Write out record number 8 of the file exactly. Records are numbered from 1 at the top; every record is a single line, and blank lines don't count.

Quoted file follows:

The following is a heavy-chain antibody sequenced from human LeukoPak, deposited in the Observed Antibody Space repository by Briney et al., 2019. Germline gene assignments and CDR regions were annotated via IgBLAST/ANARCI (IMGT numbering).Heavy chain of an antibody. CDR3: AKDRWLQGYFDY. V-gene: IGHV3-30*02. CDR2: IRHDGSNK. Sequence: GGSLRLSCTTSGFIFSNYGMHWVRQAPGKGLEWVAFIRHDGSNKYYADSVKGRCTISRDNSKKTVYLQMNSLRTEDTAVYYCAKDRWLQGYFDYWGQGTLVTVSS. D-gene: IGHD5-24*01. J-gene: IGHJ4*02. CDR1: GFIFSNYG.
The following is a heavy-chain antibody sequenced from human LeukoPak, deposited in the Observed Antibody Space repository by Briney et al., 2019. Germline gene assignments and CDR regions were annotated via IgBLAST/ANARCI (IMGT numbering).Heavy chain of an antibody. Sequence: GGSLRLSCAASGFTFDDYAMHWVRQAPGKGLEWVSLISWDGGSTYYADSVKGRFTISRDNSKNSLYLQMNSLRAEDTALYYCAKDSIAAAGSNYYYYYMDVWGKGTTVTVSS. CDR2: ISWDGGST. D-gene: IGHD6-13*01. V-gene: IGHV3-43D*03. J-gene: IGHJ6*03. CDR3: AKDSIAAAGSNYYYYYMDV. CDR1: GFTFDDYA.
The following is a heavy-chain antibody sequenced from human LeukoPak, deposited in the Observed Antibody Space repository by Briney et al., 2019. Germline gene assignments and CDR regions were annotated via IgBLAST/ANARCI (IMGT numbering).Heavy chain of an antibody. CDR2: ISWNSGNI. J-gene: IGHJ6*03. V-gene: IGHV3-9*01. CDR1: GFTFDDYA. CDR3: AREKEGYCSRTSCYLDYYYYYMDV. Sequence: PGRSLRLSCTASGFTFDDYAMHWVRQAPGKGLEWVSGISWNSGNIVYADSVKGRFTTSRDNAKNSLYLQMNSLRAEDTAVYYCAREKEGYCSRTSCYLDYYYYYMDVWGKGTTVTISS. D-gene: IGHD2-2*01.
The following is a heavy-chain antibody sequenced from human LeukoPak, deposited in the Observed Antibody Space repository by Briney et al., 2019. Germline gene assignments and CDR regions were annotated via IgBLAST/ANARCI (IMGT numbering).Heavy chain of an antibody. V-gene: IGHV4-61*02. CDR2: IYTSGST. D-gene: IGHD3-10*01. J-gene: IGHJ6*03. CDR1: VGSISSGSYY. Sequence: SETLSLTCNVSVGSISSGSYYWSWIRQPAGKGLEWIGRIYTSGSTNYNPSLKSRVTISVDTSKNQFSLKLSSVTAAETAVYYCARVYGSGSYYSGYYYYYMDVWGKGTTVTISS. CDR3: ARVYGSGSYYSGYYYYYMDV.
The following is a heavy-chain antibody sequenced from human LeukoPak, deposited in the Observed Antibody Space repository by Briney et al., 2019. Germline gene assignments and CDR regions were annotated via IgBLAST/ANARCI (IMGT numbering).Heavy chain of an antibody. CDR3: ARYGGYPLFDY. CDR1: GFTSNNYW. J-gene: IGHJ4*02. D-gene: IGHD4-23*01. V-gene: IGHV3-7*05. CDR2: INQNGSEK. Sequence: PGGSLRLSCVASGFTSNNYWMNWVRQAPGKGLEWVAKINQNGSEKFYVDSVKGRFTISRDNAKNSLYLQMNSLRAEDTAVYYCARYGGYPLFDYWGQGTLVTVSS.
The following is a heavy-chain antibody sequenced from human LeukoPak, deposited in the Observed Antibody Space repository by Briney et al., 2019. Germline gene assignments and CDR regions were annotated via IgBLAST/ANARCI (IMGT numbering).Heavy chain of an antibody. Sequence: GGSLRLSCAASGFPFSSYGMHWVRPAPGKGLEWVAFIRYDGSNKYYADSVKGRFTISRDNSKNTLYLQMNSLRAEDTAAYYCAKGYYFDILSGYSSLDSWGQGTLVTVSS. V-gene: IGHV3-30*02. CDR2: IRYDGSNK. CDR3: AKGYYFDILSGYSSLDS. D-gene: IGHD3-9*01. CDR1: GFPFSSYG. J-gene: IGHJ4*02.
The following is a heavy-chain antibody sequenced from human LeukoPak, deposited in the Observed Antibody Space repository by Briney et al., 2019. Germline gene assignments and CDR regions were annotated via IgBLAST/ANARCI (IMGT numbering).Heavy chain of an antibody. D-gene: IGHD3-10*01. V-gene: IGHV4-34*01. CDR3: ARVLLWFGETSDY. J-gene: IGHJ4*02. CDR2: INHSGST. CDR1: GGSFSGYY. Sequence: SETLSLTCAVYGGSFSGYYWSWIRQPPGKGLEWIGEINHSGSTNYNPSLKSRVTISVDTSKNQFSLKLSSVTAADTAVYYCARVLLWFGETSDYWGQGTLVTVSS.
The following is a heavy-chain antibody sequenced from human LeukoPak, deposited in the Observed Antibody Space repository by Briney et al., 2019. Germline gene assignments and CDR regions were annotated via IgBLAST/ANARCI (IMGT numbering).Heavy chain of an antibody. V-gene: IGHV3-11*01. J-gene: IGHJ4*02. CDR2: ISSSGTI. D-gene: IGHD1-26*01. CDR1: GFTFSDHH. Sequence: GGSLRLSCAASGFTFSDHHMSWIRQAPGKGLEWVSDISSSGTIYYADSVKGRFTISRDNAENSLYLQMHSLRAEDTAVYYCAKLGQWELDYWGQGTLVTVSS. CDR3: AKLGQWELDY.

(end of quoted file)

The following is a heavy-chain antibody sequenced from human LeukoPak, deposited in the Observed Antibody Space repository by Briney et al., 2019. Germline gene assignments and CDR regions were annotated via IgBLAST/ANARCI (IMGT numbering).Heavy chain of an antibody. V-gene: IGHV3-11*01. J-gene: IGHJ4*02. CDR2: ISSSGTI. D-gene: IGHD1-26*01. CDR1: GFTFSDHH. Sequence: GGSLRLSCAASGFTFSDHHMSWIRQAPGKGLEWVSDISSSGTIYYADSVKGRFTISRDNAENSLYLQMHSLRAEDTAVYYCAKLGQWELDYWGQGTLVTVSS. CDR3: AKLGQWELDY.